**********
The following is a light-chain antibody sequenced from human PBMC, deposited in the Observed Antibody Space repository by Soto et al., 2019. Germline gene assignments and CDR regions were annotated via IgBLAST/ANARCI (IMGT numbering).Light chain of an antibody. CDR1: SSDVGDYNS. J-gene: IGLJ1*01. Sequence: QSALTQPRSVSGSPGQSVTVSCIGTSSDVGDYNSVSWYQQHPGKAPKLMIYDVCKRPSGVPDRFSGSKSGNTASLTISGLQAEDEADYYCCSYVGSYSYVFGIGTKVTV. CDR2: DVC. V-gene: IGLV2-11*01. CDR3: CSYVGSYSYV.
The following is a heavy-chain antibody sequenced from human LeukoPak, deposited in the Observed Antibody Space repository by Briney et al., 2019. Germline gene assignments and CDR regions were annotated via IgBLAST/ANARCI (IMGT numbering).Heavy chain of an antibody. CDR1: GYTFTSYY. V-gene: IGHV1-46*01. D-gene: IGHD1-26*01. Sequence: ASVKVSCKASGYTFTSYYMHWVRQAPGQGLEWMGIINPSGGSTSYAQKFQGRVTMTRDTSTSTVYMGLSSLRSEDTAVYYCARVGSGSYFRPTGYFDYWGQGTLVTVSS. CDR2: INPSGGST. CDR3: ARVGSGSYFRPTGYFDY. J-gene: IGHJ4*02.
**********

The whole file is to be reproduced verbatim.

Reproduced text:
The following is a light-chain antibody sequenced from human PBMC, deposited in the Observed Antibody Space repository by Soto et al., 2019. Germline gene assignments and CDR regions were annotated via IgBLAST/ANARCI (IMGT numbering).Light chain of an antibody. CDR1: SSDVGDYNS. J-gene: IGLJ1*01. Sequence: QSALTQPRSVSGSPGQSVTVSCIGTSSDVGDYNSVSWYQQHPGKAPKLMIYDVCKRPSGVPDRFSGSKSGNTASLTISGLQAEDEADYYCCSYVGSYSYVFGIGTKVTV. CDR2: DVC. V-gene: IGLV2-11*01. CDR3: CSYVGSYSYV.
The following is a heavy-chain antibody sequenced from human LeukoPak, deposited in the Observed Antibody Space repository by Briney et al., 2019. Germline gene assignments and CDR regions were annotated via IgBLAST/ANARCI (IMGT numbering).Heavy chain of an antibody. CDR1: GYTFTSYY. V-gene: IGHV1-46*01. D-gene: IGHD1-26*01. Sequence: ASVKVSCKASGYTFTSYYMHWVRQAPGQGLEWMGIINPSGGSTSYAQKFQGRVTMTRDTSTSTVYMGLSSLRSEDTAVYYCARVGSGSYFRPTGYFDYWGQGTLVTVSS. CDR2: INPSGGST. CDR3: ARVGSGSYFRPTGYFDY. J-gene: IGHJ4*02.